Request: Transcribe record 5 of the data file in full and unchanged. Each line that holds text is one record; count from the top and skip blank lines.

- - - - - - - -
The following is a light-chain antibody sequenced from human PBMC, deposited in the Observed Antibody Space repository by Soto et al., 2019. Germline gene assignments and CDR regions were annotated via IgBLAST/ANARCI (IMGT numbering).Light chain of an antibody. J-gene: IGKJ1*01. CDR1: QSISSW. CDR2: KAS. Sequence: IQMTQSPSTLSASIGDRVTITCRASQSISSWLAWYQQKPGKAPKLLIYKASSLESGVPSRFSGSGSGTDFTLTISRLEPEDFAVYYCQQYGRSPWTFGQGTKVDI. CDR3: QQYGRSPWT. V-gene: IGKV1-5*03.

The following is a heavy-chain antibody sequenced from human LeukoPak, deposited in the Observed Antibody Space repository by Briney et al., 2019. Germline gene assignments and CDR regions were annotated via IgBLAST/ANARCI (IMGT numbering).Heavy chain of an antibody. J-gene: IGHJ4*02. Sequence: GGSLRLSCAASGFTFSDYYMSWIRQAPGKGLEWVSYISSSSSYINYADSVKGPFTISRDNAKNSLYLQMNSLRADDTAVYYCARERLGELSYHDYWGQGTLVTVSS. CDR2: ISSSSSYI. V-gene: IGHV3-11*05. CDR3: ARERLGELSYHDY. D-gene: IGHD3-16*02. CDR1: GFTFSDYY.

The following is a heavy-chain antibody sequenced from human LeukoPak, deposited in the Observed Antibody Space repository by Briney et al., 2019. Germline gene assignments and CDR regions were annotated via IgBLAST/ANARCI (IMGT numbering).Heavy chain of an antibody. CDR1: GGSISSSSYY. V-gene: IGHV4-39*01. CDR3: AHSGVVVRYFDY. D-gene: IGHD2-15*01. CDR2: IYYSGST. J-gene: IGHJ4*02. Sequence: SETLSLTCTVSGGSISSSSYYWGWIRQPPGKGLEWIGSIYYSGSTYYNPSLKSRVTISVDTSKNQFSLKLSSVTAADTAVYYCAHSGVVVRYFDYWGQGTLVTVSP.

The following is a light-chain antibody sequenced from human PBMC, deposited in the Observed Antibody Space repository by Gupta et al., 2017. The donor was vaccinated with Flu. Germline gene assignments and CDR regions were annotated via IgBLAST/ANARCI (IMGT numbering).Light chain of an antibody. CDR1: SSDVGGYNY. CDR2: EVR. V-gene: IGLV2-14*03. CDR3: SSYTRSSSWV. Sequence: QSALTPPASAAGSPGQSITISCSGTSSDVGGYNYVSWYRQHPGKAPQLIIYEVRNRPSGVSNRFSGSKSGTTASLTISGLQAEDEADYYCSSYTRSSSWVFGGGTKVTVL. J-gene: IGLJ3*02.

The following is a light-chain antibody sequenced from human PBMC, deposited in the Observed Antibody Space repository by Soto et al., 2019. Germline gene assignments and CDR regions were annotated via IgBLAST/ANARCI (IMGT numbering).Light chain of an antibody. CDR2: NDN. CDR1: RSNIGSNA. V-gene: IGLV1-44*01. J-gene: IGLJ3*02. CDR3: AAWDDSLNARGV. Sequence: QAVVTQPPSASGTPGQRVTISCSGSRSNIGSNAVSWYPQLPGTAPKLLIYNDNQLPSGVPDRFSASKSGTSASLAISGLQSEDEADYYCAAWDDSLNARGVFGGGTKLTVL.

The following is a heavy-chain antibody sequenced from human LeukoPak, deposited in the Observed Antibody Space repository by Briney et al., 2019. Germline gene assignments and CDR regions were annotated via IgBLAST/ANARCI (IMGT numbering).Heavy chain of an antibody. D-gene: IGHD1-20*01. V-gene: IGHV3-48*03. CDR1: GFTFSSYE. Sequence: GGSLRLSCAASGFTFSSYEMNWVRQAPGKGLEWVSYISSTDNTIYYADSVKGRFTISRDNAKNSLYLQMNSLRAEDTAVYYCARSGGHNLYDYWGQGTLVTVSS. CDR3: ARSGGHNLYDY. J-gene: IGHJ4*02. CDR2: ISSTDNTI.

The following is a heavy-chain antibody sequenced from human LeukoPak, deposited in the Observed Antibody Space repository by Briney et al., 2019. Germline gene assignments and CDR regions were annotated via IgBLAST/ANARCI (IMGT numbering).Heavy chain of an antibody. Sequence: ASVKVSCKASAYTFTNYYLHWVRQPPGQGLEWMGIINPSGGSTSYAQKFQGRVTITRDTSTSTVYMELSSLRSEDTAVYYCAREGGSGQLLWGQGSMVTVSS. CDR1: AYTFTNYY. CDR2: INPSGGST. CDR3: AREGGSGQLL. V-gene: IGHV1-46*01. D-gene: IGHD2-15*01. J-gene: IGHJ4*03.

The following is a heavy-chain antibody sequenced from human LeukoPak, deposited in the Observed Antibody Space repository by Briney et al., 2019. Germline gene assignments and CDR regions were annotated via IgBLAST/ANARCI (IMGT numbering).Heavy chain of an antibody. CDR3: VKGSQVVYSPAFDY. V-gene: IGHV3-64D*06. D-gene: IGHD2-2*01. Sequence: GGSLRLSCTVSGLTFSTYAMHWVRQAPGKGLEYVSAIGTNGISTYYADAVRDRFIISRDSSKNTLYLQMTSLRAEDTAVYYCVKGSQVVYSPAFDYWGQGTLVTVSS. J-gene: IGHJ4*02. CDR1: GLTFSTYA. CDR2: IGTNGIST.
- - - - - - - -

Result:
The following is a light-chain antibody sequenced from human PBMC, deposited in the Observed Antibody Space repository by Soto et al., 2019. Germline gene assignments and CDR regions were annotated via IgBLAST/ANARCI (IMGT numbering).Light chain of an antibody. CDR2: NDN. CDR1: RSNIGSNA. V-gene: IGLV1-44*01. J-gene: IGLJ3*02. CDR3: AAWDDSLNARGV. Sequence: QAVVTQPPSASGTPGQRVTISCSGSRSNIGSNAVSWYPQLPGTAPKLLIYNDNQLPSGVPDRFSASKSGTSASLAISGLQSEDEADYYCAAWDDSLNARGVFGGGTKLTVL.